Auto body repairer shares perspective on handling ADAS calibration in-houseBy on
Associations | Business Practices | Education | Insurance | Repair Operations | Technology
Calibration can be a profit center but potentially require an investment in one’s facility, based on one MSO’s presentation last month to the Collision Industry Conference.
Darrell Amberson, LaMettry’s Collision operations president, on July 25 shared the perspective of an MSO handling much calibration in-house.
LaMettry’s is a nine-location chain that fixes about 1,200 vehicles a month. As of the July CIC, it performed 7-10 calibrations daily — up from 3-5 a week when it purchased its first calibration station in November 2018. The chain now has one such station at a mechanical facility and another at a collision center, and it plans to add a building that will be more dedicated to calibrations.
The company has tried to place the stations strategically relative to its shops to minimize how far vehicles must travel for the operation, according to Amberson. He said these trips are often done with the vehicle on a flatbed truck given safety concerns associated with driving an calibrated vehicle.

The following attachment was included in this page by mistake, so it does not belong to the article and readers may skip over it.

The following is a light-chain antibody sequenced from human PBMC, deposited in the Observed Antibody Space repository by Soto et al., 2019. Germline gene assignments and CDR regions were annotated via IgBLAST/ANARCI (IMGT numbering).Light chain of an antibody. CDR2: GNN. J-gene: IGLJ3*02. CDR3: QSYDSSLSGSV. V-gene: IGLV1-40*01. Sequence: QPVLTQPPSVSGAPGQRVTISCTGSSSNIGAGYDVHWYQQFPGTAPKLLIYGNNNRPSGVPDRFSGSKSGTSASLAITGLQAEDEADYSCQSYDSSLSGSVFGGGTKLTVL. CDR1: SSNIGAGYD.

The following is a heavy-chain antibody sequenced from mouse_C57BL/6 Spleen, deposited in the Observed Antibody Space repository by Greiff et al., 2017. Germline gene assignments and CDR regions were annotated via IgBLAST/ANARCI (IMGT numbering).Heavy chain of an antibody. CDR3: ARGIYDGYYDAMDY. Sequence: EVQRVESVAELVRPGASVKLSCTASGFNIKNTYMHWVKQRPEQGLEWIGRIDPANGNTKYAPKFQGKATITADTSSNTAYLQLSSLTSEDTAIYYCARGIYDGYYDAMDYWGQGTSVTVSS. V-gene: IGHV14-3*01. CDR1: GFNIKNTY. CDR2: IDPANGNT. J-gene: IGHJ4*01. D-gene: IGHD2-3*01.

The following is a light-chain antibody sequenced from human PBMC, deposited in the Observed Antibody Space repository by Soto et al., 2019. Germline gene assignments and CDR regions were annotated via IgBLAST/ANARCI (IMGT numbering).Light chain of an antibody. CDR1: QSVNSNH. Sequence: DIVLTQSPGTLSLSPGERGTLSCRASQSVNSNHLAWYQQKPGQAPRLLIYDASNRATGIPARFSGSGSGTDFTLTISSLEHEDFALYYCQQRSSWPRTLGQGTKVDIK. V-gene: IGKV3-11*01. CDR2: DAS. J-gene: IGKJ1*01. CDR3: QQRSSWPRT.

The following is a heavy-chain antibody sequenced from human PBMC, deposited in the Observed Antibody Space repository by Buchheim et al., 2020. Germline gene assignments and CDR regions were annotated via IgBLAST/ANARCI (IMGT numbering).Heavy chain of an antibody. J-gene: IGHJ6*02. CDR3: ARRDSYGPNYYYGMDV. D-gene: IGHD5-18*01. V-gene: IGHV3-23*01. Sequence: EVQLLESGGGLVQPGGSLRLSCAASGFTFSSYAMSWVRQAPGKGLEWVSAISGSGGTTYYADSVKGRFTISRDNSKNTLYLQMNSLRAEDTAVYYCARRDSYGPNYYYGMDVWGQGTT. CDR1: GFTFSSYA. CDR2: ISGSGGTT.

Prior to Amberson’s part of the session, CIC Emerging Technologies Committee member Chuck Olsen (AirPro) provided a general set of static calibration center facility requirements. He recommended a shop’s static calibration area span at least 30 feet by 50 feet and be clear of any debris, equipment and signage with a pattern. The space should have level and non-reflective floors and walls, according to the presentation, which recommended flat white paint on the walls and flat grey paint if necessary on the floor.
Amberson said a space 60 feet by 40 feet would be enough to handle “virtually all calibrations,” but his company has learned most static calibrations can be done with a “little bit less” space.
Amberson said the mechanical shop originally was designed with a drive-through, and LaMettry’s converted the area into a kind of “expandable stall” it can use for calibrations.
“A few calibrations can be done on a mobile basis, such as in a shop aisle,” a slide from his presentation stated.
Amberson agreed a level floor was needed but noted this rarely existed in the collision industry due to drainage. (A Collision Hub “Repair University” on aiming headlights made a similar point.) Sometimes, LaMettry’s has to compensate for this to calibrate a vehicle, he said, and gave the example of calibration stations that allow for a vehicle to be leveled by placing it on an alignment rack.
(We should at this point offer the usual caveat: OEMs typically only vouch for their own calibration equipment, procedures and scan tools. Deviating from these might introduce an additional risk to the repairer.)
He said LaMettry’s has tried and uses many different scan tools, and most of the high-quality aftermarket and OEM ones will suffice for calibration.